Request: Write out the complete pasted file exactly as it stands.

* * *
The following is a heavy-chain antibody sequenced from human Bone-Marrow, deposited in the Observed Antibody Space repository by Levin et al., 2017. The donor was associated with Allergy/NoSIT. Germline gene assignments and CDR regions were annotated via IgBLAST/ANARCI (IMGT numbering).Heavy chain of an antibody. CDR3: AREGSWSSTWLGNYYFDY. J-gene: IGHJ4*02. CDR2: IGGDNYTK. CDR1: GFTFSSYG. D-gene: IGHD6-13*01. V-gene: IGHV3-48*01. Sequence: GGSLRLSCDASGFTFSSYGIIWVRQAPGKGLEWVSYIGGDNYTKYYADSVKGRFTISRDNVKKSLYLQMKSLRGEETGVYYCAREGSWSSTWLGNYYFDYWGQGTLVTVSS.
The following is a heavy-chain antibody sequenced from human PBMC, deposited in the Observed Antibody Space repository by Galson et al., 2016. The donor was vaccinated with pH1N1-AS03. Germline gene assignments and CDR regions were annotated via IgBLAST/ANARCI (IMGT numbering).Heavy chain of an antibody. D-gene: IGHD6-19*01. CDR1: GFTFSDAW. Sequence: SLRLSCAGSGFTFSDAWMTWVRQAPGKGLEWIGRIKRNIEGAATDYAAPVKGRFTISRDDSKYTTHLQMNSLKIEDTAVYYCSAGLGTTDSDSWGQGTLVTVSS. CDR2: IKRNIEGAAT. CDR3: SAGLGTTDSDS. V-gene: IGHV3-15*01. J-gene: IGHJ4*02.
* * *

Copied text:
The following is a heavy-chain antibody sequenced from human Bone-Marrow, deposited in the Observed Antibody Space repository by Levin et al., 2017. The donor was associated with Allergy/NoSIT. Germline gene assignments and CDR regions were annotated via IgBLAST/ANARCI (IMGT numbering).Heavy chain of an antibody. CDR3: AREGSWSSTWLGNYYFDY. J-gene: IGHJ4*02. CDR2: IGGDNYTK. CDR1: GFTFSSYG. D-gene: IGHD6-13*01. V-gene: IGHV3-48*01. Sequence: GGSLRLSCDASGFTFSSYGIIWVRQAPGKGLEWVSYIGGDNYTKYYADSVKGRFTISRDNVKKSLYLQMKSLRGEETGVYYCAREGSWSSTWLGNYYFDYWGQGTLVTVSS.
The following is a heavy-chain antibody sequenced from human PBMC, deposited in the Observed Antibody Space repository by Galson et al., 2016. The donor was vaccinated with pH1N1-AS03. Germline gene assignments and CDR regions were annotated via IgBLAST/ANARCI (IMGT numbering).Heavy chain of an antibody. D-gene: IGHD6-19*01. CDR1: GFTFSDAW. Sequence: SLRLSCAGSGFTFSDAWMTWVRQAPGKGLEWIGRIKRNIEGAATDYAAPVKGRFTISRDDSKYTTHLQMNSLKIEDTAVYYCSAGLGTTDSDSWGQGTLVTVSS. CDR2: IKRNIEGAAT. CDR3: SAGLGTTDSDS. V-gene: IGHV3-15*01. J-gene: IGHJ4*02.